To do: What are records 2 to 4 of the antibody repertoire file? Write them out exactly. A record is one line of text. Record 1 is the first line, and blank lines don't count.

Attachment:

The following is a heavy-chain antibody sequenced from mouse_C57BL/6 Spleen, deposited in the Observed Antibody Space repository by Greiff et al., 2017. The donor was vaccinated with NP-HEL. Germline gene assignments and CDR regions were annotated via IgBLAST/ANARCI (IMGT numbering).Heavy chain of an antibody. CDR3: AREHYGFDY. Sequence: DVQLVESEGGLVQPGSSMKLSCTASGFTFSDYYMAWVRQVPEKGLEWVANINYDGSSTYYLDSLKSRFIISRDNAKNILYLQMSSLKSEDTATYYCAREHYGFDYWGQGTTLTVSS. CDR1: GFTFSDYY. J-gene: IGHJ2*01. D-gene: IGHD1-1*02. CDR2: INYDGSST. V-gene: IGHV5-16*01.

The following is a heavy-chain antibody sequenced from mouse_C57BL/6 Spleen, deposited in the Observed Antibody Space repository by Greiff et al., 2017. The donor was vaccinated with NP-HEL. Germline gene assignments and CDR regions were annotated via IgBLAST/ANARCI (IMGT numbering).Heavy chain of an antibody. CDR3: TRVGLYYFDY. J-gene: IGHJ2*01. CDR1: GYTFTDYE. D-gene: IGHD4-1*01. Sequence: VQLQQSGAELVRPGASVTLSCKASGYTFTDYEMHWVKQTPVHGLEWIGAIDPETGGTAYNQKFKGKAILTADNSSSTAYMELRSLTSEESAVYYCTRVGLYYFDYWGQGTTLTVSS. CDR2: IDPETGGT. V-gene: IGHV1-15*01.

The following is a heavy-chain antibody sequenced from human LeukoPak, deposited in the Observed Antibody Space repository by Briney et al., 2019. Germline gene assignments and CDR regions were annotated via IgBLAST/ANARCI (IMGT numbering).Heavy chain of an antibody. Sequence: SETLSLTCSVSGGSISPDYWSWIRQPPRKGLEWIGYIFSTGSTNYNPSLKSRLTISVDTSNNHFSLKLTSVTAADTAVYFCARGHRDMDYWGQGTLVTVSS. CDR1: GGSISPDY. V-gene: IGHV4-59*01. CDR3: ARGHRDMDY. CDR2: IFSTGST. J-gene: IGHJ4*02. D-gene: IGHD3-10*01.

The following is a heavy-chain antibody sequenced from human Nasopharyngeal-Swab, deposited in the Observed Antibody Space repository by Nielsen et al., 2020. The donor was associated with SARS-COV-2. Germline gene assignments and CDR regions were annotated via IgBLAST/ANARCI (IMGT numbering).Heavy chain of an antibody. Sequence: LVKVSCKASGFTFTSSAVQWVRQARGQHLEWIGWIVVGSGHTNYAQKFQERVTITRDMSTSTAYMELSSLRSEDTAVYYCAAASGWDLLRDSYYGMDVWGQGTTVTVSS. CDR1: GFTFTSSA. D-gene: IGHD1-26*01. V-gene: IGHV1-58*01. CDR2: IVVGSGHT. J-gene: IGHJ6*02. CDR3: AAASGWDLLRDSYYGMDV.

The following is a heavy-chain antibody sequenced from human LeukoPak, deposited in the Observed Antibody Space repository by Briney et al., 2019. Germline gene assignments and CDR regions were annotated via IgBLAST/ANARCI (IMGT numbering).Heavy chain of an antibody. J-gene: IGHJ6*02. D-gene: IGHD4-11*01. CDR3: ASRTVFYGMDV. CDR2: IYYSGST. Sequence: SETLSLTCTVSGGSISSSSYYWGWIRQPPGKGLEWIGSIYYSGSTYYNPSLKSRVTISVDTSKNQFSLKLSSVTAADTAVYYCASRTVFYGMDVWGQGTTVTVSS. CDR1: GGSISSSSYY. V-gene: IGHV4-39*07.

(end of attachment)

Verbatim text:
The following is a heavy-chain antibody sequenced from mouse_C57BL/6 Spleen, deposited in the Observed Antibody Space repository by Greiff et al., 2017. The donor was vaccinated with NP-HEL. Germline gene assignments and CDR regions were annotated via IgBLAST/ANARCI (IMGT numbering).Heavy chain of an antibody. CDR3: TRVGLYYFDY. J-gene: IGHJ2*01. CDR1: GYTFTDYE. D-gene: IGHD4-1*01. Sequence: VQLQQSGAELVRPGASVTLSCKASGYTFTDYEMHWVKQTPVHGLEWIGAIDPETGGTAYNQKFKGKAILTADNSSSTAYMELRSLTSEESAVYYCTRVGLYYFDYWGQGTTLTVSS. CDR2: IDPETGGT. V-gene: IGHV1-15*01.

The following is a heavy-chain antibody sequenced from human LeukoPak, deposited in the Observed Antibody Space repository by Briney et al., 2019. Germline gene assignments and CDR regions were annotated via IgBLAST/ANARCI (IMGT numbering).Heavy chain of an antibody. Sequence: SETLSLTCSVSGGSISPDYWSWIRQPPRKGLEWIGYIFSTGSTNYNPSLKSRLTISVDTSNNHFSLKLTSVTAADTAVYFCARGHRDMDYWGQGTLVTVSS. CDR1: GGSISPDY. V-gene: IGHV4-59*01. CDR3: ARGHRDMDY. CDR2: IFSTGST. J-gene: IGHJ4*02. D-gene: IGHD3-10*01.

The following is a heavy-chain antibody sequenced from human Nasopharyngeal-Swab, deposited in the Observed Antibody Space repository by Nielsen et al., 2020. The donor was associated with SARS-COV-2. Germline gene assignments and CDR regions were annotated via IgBLAST/ANARCI (IMGT numbering).Heavy chain of an antibody. Sequence: LVKVSCKASGFTFTSSAVQWVRQARGQHLEWIGWIVVGSGHTNYAQKFQERVTITRDMSTSTAYMELSSLRSEDTAVYYCAAASGWDLLRDSYYGMDVWGQGTTVTVSS. CDR1: GFTFTSSA. D-gene: IGHD1-26*01. V-gene: IGHV1-58*01. CDR2: IVVGSGHT. J-gene: IGHJ6*02. CDR3: AAASGWDLLRDSYYGMDV.